Committing to help Africa’s young people does not just make good business sense, it will help them to achieve their potential, writes Phillipe Cori.
Philippe Cori is the Director of UNICEF’s EU Partnership Office in Brussels
As African and European leaders meet in Brussels this week under the theme of “Investing in People, Prosperity and Peace”, it is clear Africa’s greatest natural resource, its children, must be centre stage.
Between 2010 and 2025, the child population of sub-Saharan Africa will rise by 130 million, making it the youngest continent in the world. By 2050, 1 in every 3 births and almost 1 in every 3 children under 18 will be Africa.
Yet for this youth dividend to be the driver of Africa’s prosperity, it is critical that all of the continent’s children have the right foundations to be able to participate as well as benefit. This means equitable access to basic quality social services in health and education, especially early childhood care as well as access to safe water, sanitation, good nutrition and protection from abuse, violence and exploitation.
A lot of the focus is now on how business can be a critical driver in the continent’s transformation. And there is no doubt that new economic investment is yielding results, stimulating growth and new opportunities.
But it is also clear for Africa to ultimately benefit from these economic investments, it still needs a development focused partnership that builds the foundation of a strong, fair and equitable society for its youngest citizens.
In many parts of the African continent, life for millions of children is changing for the good. Along with the new investments in infrastructure, the rapid changes in access to mobile technology and an increase in economic growth, the good news is more children are living beyond their fifth birthday, more children are going to school and more children are better equipped for the challenges of the 21st century.
As Europe’s own experience demonstrates, investments in early childhood care, good nutrition, a quality public health system and safety nets to protect the most vulnerable, are the foundations that lead to stable, inclusive and prosperous societies.
Over the last decades, development assistance from partners like the European Union and its member states has been critical to expanding and improving the quality of basic social services, especially for the poorest and most marginalized children. The success can be measured in concrete results, including a drop in child mortality by 45 per cent between 1990 and 2012 and an increase in primary school enrolment among others.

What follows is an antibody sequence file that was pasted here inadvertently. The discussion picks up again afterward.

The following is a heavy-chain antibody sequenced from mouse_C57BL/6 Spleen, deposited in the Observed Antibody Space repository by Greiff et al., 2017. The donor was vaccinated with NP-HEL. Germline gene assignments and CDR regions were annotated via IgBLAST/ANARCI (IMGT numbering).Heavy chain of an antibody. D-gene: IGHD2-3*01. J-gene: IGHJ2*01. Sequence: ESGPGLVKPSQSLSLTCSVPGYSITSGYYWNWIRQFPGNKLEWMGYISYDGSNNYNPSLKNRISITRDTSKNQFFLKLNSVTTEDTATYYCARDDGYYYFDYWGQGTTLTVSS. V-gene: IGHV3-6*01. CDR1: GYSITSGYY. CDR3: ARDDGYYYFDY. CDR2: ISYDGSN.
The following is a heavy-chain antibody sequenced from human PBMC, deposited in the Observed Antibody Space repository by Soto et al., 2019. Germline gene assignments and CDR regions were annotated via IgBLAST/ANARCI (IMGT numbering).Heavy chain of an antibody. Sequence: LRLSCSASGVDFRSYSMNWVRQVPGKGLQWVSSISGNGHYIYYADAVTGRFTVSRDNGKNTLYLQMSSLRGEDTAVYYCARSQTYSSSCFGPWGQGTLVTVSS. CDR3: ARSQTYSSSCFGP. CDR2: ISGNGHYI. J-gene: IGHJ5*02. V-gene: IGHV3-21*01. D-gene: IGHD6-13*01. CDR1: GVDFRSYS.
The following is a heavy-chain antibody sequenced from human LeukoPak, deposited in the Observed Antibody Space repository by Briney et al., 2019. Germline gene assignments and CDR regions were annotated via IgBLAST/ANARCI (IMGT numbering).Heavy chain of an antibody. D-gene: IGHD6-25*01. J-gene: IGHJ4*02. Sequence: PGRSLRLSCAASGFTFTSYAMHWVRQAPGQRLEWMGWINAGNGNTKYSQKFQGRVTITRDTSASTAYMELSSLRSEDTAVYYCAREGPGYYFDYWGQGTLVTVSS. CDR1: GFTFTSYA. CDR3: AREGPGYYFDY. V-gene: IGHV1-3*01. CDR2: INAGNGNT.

We also know there is much more to be done. At least 1 in 3 children under five in Africa are stunted and over half of the world’s out-of-school children live in Africa (33 million). Preventable disease like pneumonia, malaria and diarrhoea still account for 40 per cent of all under five deaths. Hundreds of millions remain without access to safe water and adequate sanitation. Poverty pushes families to migrate, affecting children directly: whether they are left behind, migrating with parents or alone, they are increasingly exposed to vulnerabilities, including child trafficking – its darkest facet.
And we also know that economic growth, trade and business alone cannot translate Africa’s youth dividend into the dynamic asset it could and should be. Investments in human security, strong public institutions and equitable access to basic social services will remain vital to stability and our shared global prosperity.
Europe’s commitment to Africa’s children, especially the poorest, is still needed. Not just because it makes good business sense as it can help make sure there is a financial return on economic investments. Not just because it will lead to less chances of conflict, insecurity and displacement. Not just because it makes sense for our shared humanity and our shared global future. But ultimately, because Europe can make a difference by giving every Africa child the opportunity to reach their potential, to determine their own future and write their own story.